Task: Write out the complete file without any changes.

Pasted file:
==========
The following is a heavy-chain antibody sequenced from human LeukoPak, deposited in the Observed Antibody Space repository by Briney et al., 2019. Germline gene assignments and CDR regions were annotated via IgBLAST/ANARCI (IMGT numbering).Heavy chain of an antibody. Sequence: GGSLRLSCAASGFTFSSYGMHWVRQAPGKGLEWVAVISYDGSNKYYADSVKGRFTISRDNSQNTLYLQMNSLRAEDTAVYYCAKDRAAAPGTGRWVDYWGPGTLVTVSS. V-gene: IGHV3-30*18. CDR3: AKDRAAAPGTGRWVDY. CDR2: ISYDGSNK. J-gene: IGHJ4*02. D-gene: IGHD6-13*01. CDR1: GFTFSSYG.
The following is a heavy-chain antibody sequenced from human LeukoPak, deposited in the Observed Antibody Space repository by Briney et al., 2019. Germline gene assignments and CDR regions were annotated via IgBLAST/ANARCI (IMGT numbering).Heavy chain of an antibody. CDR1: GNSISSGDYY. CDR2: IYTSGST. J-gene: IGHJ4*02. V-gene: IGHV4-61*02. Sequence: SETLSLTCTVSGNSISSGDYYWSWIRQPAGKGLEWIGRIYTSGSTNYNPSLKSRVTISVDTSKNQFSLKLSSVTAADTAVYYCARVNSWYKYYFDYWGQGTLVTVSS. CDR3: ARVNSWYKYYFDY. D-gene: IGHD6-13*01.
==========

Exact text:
The following is a heavy-chain antibody sequenced from human LeukoPak, deposited in the Observed Antibody Space repository by Briney et al., 2019. Germline gene assignments and CDR regions were annotated via IgBLAST/ANARCI (IMGT numbering).Heavy chain of an antibody. Sequence: GGSLRLSCAASGFTFSSYGMHWVRQAPGKGLEWVAVISYDGSNKYYADSVKGRFTISRDNSQNTLYLQMNSLRAEDTAVYYCAKDRAAAPGTGRWVDYWGPGTLVTVSS. V-gene: IGHV3-30*18. CDR3: AKDRAAAPGTGRWVDY. CDR2: ISYDGSNK. J-gene: IGHJ4*02. D-gene: IGHD6-13*01. CDR1: GFTFSSYG.
The following is a heavy-chain antibody sequenced from human LeukoPak, deposited in the Observed Antibody Space repository by Briney et al., 2019. Germline gene assignments and CDR regions were annotated via IgBLAST/ANARCI (IMGT numbering).Heavy chain of an antibody. CDR1: GNSISSGDYY. CDR2: IYTSGST. J-gene: IGHJ4*02. V-gene: IGHV4-61*02. Sequence: SETLSLTCTVSGNSISSGDYYWSWIRQPAGKGLEWIGRIYTSGSTNYNPSLKSRVTISVDTSKNQFSLKLSSVTAADTAVYYCARVNSWYKYYFDYWGQGTLVTVSS. CDR3: ARVNSWYKYYFDY. D-gene: IGHD6-13*01.